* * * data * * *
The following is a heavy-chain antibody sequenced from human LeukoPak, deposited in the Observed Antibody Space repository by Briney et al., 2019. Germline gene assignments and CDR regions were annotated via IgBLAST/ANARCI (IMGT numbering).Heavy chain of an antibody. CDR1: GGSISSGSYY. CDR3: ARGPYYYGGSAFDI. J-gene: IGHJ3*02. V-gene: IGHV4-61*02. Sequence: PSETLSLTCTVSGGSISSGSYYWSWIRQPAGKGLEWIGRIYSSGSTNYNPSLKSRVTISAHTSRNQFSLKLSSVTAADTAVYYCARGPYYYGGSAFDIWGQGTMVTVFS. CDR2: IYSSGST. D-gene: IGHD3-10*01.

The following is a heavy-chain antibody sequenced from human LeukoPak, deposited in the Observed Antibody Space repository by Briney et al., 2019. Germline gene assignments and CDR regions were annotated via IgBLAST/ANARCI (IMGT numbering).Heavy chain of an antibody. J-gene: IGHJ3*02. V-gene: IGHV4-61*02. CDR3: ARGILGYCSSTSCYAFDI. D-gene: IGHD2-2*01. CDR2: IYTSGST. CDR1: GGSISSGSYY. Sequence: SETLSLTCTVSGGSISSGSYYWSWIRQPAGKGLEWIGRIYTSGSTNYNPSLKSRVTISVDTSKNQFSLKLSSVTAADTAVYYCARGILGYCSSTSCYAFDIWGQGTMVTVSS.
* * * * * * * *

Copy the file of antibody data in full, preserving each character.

The following is a heavy-chain antibody sequenced from human LeukoPak, deposited in the Observed Antibody Space repository by Briney et al., 2019. Germline gene assignments and CDR regions were annotated via IgBLAST/ANARCI (IMGT numbering).Heavy chain of an antibody. CDR1: GGSISSGSYY. CDR3: ARGPYYYGGSAFDI. J-gene: IGHJ3*02. V-gene: IGHV4-61*02. Sequence: PSETLSLTCTVSGGSISSGSYYWSWIRQPAGKGLEWIGRIYSSGSTNYNPSLKSRVTISAHTSRNQFSLKLSSVTAADTAVYYCARGPYYYGGSAFDIWGQGTMVTVFS. CDR2: IYSSGST. D-gene: IGHD3-10*01.

The following is a heavy-chain antibody sequenced from human LeukoPak, deposited in the Observed Antibody Space repository by Briney et al., 2019. Germline gene assignments and CDR regions were annotated via IgBLAST/ANARCI (IMGT numbering).Heavy chain of an antibody. J-gene: IGHJ3*02. V-gene: IGHV4-61*02. CDR3: ARGILGYCSSTSCYAFDI. D-gene: IGHD2-2*01. CDR2: IYTSGST. CDR1: GGSISSGSYY. Sequence: SETLSLTCTVSGGSISSGSYYWSWIRQPAGKGLEWIGRIYTSGSTNYNPSLKSRVTISVDTSKNQFSLKLSSVTAADTAVYYCARGILGYCSSTSCYAFDIWGQGTMVTVSS.